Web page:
9/11 had numerous global political and military consequences, beyond its devastating human cost. However, despite what one might initially think, its economic effects were not overly severe compared to those experienced after the 2008 financial crisis or the outbreak of the COVID-19 pandemic.
The US economy was already suffering from the aftermath of the bursting of the dotcom bubble in mid-2000 and the terrorist attacks added further damage to the US economy.
The first impact was felt in the New York stock indices as panic selling fever set in. The plunge was such that the authorities had to suspend trading until 17 September, the longest shutdown since the Great Depression.
The companies whose stocks suffered the biggest falls were airlines, with plunges of 40% (including American Airlines and United Airlines, whose planes hit the towers), and insurance companies. However, US stock markets recovered quickly, returning to pre-attack levels in November.
The US economy is characterised by resilience and, despite such a catastrophe, managed to record positive economic growth of 1% in 2001. This was obviously a significant slowdown of 3 percentage points compared to the rates of previous years, but it was not a recession like those of 2008-2009 or 2020 and growth accelerated in the following years. The US regions most affected were New York City and Arlington, the epicentres of the attacks.
The attack on the Twin Towers was a severe blow to the companies that had their offices there, but also to the small businesses located in Manhattan or near the Pentagon. In addition, tourist activity and hotel occupancy in New York fell below 40 % in the following weeks.
In Western countries, the attacks fuelled a sense of insecurity during the first months: people avoided going out to crowded places, such as shopping malls, and only essential flights were taken. Although trade and tourism were affected, the effects were less severe than during the pandemic.
Both the advanced countries and the global economy saw only a slowdown in 2001 and 2002. Unemployment rates rose slightly in 2001 and 2002, but well below the escalation during the financial crisis or the pandemic.
There were also sectoral winners. Globally, the military industry and security equipment manufacturers benefited the most. Governments and companies invested in strengthening their security systems and developing ever more sophisticated weaponry. The estimated cost of the US-led war on terror has been $8 trillion to date.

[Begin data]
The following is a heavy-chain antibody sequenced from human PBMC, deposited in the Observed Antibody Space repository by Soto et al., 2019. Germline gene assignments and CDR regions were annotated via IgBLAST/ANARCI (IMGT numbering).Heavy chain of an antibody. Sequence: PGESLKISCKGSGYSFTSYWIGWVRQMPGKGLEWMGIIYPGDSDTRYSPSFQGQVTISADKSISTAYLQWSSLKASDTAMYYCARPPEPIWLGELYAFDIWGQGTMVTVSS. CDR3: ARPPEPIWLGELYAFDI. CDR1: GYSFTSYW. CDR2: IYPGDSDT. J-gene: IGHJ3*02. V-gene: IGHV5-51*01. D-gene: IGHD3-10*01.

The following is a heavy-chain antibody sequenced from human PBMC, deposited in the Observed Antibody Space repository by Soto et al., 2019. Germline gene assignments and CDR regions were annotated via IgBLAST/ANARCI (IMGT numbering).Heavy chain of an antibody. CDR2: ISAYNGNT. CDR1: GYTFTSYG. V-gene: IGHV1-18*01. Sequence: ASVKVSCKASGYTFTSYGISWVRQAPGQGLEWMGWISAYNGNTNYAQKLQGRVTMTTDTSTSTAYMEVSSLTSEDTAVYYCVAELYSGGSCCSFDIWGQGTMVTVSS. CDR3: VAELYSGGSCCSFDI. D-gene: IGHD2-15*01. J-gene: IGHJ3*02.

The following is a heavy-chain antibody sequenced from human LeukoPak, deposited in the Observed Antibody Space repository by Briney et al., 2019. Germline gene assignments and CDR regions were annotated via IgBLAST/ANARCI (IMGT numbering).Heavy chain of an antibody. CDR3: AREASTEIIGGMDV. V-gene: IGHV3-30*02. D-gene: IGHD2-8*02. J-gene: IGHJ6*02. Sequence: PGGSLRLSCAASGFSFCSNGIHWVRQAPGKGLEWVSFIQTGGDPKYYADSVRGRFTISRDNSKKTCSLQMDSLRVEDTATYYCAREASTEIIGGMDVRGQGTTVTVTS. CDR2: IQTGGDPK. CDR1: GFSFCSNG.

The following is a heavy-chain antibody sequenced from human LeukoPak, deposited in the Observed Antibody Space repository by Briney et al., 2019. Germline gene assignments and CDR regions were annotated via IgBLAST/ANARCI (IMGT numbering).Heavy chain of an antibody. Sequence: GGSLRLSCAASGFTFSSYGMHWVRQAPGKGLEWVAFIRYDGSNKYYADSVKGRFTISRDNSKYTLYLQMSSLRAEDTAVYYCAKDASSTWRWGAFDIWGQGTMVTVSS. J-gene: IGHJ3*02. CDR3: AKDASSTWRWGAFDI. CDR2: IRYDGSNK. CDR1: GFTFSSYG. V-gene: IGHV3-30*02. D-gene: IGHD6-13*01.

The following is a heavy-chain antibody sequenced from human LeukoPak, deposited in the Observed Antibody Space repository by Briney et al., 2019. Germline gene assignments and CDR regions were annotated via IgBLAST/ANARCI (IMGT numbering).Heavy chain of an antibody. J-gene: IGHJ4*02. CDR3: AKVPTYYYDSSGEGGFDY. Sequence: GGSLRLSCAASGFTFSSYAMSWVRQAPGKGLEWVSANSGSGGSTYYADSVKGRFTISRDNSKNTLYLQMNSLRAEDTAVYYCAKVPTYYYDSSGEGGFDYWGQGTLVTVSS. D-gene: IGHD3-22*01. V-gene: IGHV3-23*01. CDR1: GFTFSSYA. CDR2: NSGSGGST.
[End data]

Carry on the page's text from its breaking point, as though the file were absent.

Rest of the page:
President Bush sought to alleviate the economic slowdown by cutting income, dividend and estate taxes, which ultimately favoured the wealthier classes.
In addition, Congress passed an airline bailout fund of some $15 billion and a 9/11 Victim Compensation Fund to compensate the families of the missing and survivors and to prevent them from suing the airlines. Its cost to the government has been about 9 billion dollars.
The Federal Reserve tried to revive the economy damaged by the dotcom crisis and 9/11 with an aggressive monetary policy, based on an intense injection of liquidity through the purchase of debt held by private agents and direct loans to banks. But perhaps the most controversial decision by the Federal Reserve and the other central banks was to cut interest rates sharply and keep them below 2 % during the subsequent economic acceleration.
These low interest rates encouraged household and corporate borrowing, which led to massive house purchases and investment in the stock market. In addition, banks and real estate agencies multiplied the granting of mortgages, even to people lacking financial stability, the well-known subprime mortgages. Poor financial regulation allowed the securitisation of these mortgages and their conversion into complex structured financial assets that were sold around the world.
In a way, the post 9/11 US monetary policy, together with the lack of financial regulation and the irresponsible behaviour of banks and debtors, was the seed of the great recession that would come 7 years later.